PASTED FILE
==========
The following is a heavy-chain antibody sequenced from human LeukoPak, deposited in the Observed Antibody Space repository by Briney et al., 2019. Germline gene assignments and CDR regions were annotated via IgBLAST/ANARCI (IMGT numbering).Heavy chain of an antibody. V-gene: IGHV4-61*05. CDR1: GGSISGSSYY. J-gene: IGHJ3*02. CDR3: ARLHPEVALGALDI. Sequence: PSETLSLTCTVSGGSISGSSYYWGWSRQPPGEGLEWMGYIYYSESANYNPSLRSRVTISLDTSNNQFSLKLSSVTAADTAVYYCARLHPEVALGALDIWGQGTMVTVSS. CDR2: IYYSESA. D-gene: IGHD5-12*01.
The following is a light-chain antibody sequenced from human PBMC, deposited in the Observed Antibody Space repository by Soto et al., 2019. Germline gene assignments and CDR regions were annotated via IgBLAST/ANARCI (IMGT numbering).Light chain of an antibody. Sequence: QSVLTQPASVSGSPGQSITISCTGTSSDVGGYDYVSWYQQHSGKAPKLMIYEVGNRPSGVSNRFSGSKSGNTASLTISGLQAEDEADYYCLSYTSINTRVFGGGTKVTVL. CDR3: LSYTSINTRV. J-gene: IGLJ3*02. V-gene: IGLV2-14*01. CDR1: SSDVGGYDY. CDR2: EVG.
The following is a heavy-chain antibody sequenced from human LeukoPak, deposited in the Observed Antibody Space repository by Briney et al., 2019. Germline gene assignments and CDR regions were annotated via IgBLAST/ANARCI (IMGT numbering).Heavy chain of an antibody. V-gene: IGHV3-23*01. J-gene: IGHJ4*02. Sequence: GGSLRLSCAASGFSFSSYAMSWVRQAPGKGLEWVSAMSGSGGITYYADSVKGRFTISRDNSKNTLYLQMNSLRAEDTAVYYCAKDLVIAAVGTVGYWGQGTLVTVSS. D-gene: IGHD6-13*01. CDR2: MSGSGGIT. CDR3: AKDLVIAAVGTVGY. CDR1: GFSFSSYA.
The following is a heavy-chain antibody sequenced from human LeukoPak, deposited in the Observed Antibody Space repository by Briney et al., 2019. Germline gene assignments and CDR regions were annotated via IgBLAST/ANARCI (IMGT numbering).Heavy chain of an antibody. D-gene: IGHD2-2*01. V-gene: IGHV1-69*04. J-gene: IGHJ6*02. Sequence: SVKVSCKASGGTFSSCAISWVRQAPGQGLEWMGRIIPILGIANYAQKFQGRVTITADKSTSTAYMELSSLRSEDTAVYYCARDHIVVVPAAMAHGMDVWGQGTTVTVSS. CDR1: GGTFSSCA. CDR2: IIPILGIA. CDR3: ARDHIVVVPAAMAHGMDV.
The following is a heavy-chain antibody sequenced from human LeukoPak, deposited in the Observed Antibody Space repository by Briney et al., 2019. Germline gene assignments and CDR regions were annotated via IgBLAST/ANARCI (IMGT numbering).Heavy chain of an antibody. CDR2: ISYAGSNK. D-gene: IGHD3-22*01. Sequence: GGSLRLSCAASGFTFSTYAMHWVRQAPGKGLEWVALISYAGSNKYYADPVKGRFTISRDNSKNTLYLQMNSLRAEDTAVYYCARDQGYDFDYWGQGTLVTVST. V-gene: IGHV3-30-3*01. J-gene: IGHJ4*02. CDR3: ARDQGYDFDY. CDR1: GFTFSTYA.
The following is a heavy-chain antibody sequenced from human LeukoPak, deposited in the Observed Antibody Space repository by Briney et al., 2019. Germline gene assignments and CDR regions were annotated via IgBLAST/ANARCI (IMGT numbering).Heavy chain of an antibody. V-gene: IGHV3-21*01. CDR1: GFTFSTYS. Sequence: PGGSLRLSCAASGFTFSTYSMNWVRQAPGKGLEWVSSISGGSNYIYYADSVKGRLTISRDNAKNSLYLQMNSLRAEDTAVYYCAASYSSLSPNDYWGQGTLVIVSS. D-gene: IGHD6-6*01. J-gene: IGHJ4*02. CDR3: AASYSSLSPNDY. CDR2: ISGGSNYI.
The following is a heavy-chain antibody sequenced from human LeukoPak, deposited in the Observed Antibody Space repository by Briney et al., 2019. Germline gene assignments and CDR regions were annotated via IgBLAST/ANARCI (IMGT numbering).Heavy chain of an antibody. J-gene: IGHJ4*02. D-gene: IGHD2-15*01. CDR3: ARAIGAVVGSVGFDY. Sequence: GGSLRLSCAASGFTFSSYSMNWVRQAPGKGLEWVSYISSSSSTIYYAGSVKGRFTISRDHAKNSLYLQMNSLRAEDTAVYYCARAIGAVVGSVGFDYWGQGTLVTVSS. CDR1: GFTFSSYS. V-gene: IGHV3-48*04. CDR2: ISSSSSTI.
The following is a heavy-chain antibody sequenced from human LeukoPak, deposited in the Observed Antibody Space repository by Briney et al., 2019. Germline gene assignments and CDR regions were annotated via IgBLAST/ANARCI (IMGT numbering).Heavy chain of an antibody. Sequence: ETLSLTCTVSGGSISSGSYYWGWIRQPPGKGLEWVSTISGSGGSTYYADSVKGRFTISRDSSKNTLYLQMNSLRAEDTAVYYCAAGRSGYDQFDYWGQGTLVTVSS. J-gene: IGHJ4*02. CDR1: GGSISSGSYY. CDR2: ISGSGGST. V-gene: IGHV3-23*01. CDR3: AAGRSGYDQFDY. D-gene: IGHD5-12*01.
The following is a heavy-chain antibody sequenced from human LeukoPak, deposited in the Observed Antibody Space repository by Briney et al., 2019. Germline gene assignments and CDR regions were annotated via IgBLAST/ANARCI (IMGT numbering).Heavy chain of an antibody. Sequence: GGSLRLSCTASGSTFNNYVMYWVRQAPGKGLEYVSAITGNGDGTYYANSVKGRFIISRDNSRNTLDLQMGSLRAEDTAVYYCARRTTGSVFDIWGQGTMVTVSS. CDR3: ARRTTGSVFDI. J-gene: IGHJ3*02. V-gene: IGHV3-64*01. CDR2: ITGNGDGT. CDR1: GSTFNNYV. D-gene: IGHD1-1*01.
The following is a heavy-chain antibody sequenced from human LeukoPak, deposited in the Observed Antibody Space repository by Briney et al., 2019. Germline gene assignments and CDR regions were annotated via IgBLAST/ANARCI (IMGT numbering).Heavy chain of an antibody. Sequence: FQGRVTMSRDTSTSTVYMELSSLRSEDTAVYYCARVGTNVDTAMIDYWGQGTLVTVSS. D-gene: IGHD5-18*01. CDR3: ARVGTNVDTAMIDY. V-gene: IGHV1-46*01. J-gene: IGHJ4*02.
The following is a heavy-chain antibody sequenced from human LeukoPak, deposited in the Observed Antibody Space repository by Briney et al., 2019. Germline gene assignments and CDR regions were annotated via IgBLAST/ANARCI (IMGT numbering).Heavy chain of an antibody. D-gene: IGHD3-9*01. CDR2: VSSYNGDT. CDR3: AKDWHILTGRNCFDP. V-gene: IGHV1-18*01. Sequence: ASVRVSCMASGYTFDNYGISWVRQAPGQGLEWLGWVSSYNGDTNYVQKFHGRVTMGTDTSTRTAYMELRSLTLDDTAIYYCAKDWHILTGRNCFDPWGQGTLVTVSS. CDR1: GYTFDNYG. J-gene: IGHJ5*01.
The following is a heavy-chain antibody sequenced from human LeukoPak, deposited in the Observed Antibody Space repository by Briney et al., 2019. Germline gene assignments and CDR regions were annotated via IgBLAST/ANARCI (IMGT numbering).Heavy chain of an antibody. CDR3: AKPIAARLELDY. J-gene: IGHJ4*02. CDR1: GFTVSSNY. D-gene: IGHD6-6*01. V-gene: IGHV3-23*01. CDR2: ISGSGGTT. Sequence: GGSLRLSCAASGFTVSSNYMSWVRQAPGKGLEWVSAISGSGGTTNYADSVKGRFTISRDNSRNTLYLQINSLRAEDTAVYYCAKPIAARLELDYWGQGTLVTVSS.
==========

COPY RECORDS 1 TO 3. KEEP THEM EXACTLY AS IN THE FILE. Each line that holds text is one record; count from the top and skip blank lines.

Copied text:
The following is a heavy-chain antibody sequenced from human LeukoPak, deposited in the Observed Antibody Space repository by Briney et al., 2019. Germline gene assignments and CDR regions were annotated via IgBLAST/ANARCI (IMGT numbering).Heavy chain of an antibody. V-gene: IGHV4-61*05. CDR1: GGSISGSSYY. J-gene: IGHJ3*02. CDR3: ARLHPEVALGALDI. Sequence: PSETLSLTCTVSGGSISGSSYYWGWSRQPPGEGLEWMGYIYYSESANYNPSLRSRVTISLDTSNNQFSLKLSSVTAADTAVYYCARLHPEVALGALDIWGQGTMVTVSS. CDR2: IYYSESA. D-gene: IGHD5-12*01.
The following is a light-chain antibody sequenced from human PBMC, deposited in the Observed Antibody Space repository by Soto et al., 2019. Germline gene assignments and CDR regions were annotated via IgBLAST/ANARCI (IMGT numbering).Light chain of an antibody. Sequence: QSVLTQPASVSGSPGQSITISCTGTSSDVGGYDYVSWYQQHSGKAPKLMIYEVGNRPSGVSNRFSGSKSGNTASLTISGLQAEDEADYYCLSYTSINTRVFGGGTKVTVL. CDR3: LSYTSINTRV. J-gene: IGLJ3*02. V-gene: IGLV2-14*01. CDR1: SSDVGGYDY. CDR2: EVG.
The following is a heavy-chain antibody sequenced from human LeukoPak, deposited in the Observed Antibody Space repository by Briney et al., 2019. Germline gene assignments and CDR regions were annotated via IgBLAST/ANARCI (IMGT numbering).Heavy chain of an antibody. V-gene: IGHV3-23*01. J-gene: IGHJ4*02. Sequence: GGSLRLSCAASGFSFSSYAMSWVRQAPGKGLEWVSAMSGSGGITYYADSVKGRFTISRDNSKNTLYLQMNSLRAEDTAVYYCAKDLVIAAVGTVGYWGQGTLVTVSS. D-gene: IGHD6-13*01. CDR2: MSGSGGIT. CDR3: AKDLVIAAVGTVGY. CDR1: GFSFSSYA.